Berlusconi II Cabinet

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Second Berlusconi cabinet
Flag of Italy.svg
57th cabinet of Italy
Silvio Berlusconi 2001.jpg
Date formed11 June 2001 (2001-06-11)
Date dissolved23 April 2005 (2005-04-23) (1,412 days)
People and organisations
Head of stateCarlo Azeglio Ciampi
Head of governmentSilvio Berlusconi
Total no. of ministers23
Member partiesForza Italia
National Alliance
Lega Nord
New Italian Socialist Party
Status in legislatureCentre-right coalition
Opposition partiesDemocrats of the Left
The Daisy
Communist Refoundation Party
Italian Democratic Socialists
Federation of the Greens
Party of Italian Communists
Election(s)2001 election
Legislature term(s)XIV Legislature
(31 May 2001 – 28 April 2006)
Incoming formationBerlusconi II Cabinet formation, 2001
Outgoing formationBerlusconi II Cabinet formation, 2005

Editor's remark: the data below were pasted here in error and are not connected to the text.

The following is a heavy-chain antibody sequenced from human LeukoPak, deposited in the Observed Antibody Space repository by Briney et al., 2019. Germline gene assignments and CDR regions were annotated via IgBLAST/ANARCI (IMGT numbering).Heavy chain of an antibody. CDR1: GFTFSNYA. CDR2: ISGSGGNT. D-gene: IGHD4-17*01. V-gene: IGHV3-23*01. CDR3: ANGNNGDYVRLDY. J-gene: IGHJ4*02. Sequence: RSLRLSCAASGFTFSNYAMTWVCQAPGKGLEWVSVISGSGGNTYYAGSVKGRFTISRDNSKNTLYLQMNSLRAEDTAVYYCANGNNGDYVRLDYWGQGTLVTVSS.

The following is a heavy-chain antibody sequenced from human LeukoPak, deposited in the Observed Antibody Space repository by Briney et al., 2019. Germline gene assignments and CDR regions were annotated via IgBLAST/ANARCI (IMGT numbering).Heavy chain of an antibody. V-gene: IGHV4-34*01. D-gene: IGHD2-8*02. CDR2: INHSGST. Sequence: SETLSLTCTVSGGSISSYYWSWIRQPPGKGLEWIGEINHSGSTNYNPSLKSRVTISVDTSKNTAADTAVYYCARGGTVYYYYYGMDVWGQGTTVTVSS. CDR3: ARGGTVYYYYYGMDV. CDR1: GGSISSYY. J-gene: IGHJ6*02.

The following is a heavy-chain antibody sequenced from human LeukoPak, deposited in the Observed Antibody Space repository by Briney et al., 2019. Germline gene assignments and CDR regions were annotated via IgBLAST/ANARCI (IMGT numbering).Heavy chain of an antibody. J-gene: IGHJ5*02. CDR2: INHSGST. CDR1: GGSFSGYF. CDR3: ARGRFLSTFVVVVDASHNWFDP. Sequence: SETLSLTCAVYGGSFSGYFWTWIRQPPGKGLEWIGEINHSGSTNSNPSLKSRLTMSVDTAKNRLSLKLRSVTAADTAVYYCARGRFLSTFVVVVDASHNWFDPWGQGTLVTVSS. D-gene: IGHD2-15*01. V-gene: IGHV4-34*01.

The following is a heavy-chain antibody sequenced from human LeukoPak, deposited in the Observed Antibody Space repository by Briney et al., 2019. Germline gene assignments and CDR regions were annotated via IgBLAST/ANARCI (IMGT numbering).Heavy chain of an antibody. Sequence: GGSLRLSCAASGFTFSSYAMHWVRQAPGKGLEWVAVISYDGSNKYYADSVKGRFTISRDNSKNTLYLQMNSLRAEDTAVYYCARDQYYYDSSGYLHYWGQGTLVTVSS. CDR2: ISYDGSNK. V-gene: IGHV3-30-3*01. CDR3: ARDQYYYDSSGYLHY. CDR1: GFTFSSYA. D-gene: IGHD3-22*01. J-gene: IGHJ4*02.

PredecessorAmato II Cabinet
SuccessorBerlusconi III Cabinet

The Berlusconi II Cabinet was the 57th cabinet of the Italian Republic, and the first cabinet of the XIV Legislature. It took office following the 2001 elections, and held office from 11 June 2001 until 23 April 2005, a total of 1,412 days, or 3 years, 10 months and 12 days. It held office for the longest period in the history of the Republic, and for the second longest period in the history of unified Italy since 1861 (outlasted only by the Mussolini government). During its long tenure, its composition changed significantly. Following the poor performance of the centrist parties in the Italian regional elections of 2005, most of the ministers of the Union of Christian and Centre Democrats and the Socialist Party - New PSI resigned from the government, which was succeeded by the Berlusconi III Cabinet.